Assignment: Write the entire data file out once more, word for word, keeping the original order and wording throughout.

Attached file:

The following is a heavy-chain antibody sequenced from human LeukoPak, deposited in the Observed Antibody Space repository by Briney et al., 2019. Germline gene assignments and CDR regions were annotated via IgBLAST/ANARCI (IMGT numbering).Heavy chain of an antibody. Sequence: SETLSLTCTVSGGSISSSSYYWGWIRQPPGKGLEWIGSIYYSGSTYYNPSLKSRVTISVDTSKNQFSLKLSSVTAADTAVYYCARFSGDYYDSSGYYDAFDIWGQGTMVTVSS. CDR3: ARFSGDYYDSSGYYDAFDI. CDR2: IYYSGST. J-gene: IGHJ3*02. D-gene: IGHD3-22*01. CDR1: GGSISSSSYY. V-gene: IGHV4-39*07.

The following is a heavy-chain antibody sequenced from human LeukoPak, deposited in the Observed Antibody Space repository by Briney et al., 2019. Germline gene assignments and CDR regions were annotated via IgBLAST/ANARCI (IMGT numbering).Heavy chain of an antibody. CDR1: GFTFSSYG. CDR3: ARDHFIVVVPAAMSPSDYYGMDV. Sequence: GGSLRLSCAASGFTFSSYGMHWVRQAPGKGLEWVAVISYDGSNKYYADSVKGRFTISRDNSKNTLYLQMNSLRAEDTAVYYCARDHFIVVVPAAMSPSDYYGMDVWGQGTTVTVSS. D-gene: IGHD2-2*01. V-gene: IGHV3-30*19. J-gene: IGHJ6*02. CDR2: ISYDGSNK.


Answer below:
The following is a heavy-chain antibody sequenced from human LeukoPak, deposited in the Observed Antibody Space repository by Briney et al., 2019. Germline gene assignments and CDR regions were annotated via IgBLAST/ANARCI (IMGT numbering).Heavy chain of an antibody. Sequence: SETLSLTCTVSGGSISSSSYYWGWIRQPPGKGLEWIGSIYYSGSTYYNPSLKSRVTISVDTSKNQFSLKLSSVTAADTAVYYCARFSGDYYDSSGYYDAFDIWGQGTMVTVSS. CDR3: ARFSGDYYDSSGYYDAFDI. CDR2: IYYSGST. J-gene: IGHJ3*02. D-gene: IGHD3-22*01. CDR1: GGSISSSSYY. V-gene: IGHV4-39*07.

The following is a heavy-chain antibody sequenced from human LeukoPak, deposited in the Observed Antibody Space repository by Briney et al., 2019. Germline gene assignments and CDR regions were annotated via IgBLAST/ANARCI (IMGT numbering).Heavy chain of an antibody. CDR1: GFTFSSYG. CDR3: ARDHFIVVVPAAMSPSDYYGMDV. Sequence: GGSLRLSCAASGFTFSSYGMHWVRQAPGKGLEWVAVISYDGSNKYYADSVKGRFTISRDNSKNTLYLQMNSLRAEDTAVYYCARDHFIVVVPAAMSPSDYYGMDVWGQGTTVTVSS. D-gene: IGHD2-2*01. V-gene: IGHV3-30*19. J-gene: IGHJ6*02. CDR2: ISYDGSNK.